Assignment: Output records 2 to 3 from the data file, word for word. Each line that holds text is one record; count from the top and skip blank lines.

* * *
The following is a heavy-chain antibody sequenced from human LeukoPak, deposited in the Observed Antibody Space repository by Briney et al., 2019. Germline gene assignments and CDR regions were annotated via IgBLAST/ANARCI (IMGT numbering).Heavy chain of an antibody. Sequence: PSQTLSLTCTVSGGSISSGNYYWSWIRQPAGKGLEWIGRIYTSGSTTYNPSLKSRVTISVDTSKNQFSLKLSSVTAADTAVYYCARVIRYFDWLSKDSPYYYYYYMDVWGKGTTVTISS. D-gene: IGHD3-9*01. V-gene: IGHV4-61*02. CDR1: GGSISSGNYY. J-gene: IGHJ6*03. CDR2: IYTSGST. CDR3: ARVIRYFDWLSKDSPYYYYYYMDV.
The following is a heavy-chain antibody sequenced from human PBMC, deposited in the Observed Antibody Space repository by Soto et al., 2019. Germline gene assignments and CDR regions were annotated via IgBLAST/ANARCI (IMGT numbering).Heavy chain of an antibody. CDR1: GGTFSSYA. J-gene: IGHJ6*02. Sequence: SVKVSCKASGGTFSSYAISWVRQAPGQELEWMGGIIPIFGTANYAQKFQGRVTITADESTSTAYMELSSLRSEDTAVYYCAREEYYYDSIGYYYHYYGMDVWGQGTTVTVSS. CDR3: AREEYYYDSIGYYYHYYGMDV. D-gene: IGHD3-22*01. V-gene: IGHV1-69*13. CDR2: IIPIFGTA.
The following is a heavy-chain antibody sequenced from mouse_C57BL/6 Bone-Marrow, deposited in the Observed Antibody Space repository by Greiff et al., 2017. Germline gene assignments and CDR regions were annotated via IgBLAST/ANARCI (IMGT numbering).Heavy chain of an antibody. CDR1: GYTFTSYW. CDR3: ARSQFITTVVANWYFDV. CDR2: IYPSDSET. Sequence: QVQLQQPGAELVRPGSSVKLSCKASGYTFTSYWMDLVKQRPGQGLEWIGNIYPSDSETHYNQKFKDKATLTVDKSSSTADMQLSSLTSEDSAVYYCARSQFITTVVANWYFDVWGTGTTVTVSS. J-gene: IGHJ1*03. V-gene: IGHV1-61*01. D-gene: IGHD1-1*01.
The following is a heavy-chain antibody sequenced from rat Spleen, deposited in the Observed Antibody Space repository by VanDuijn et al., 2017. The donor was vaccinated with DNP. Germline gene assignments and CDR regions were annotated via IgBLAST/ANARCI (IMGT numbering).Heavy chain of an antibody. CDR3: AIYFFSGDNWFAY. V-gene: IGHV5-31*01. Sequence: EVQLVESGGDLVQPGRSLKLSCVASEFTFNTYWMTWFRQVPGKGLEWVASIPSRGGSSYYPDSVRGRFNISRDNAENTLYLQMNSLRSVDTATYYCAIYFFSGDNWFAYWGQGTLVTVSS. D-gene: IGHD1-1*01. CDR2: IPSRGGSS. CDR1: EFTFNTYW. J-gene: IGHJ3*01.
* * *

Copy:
The following is a heavy-chain antibody sequenced from human PBMC, deposited in the Observed Antibody Space repository by Soto et al., 2019. Germline gene assignments and CDR regions were annotated via IgBLAST/ANARCI (IMGT numbering).Heavy chain of an antibody. CDR1: GGTFSSYA. J-gene: IGHJ6*02. Sequence: SVKVSCKASGGTFSSYAISWVRQAPGQELEWMGGIIPIFGTANYAQKFQGRVTITADESTSTAYMELSSLRSEDTAVYYCAREEYYYDSIGYYYHYYGMDVWGQGTTVTVSS. CDR3: AREEYYYDSIGYYYHYYGMDV. D-gene: IGHD3-22*01. V-gene: IGHV1-69*13. CDR2: IIPIFGTA.
The following is a heavy-chain antibody sequenced from mouse_C57BL/6 Bone-Marrow, deposited in the Observed Antibody Space repository by Greiff et al., 2017. Germline gene assignments and CDR regions were annotated via IgBLAST/ANARCI (IMGT numbering).Heavy chain of an antibody. CDR1: GYTFTSYW. CDR3: ARSQFITTVVANWYFDV. CDR2: IYPSDSET. Sequence: QVQLQQPGAELVRPGSSVKLSCKASGYTFTSYWMDLVKQRPGQGLEWIGNIYPSDSETHYNQKFKDKATLTVDKSSSTADMQLSSLTSEDSAVYYCARSQFITTVVANWYFDVWGTGTTVTVSS. J-gene: IGHJ1*03. V-gene: IGHV1-61*01. D-gene: IGHD1-1*01.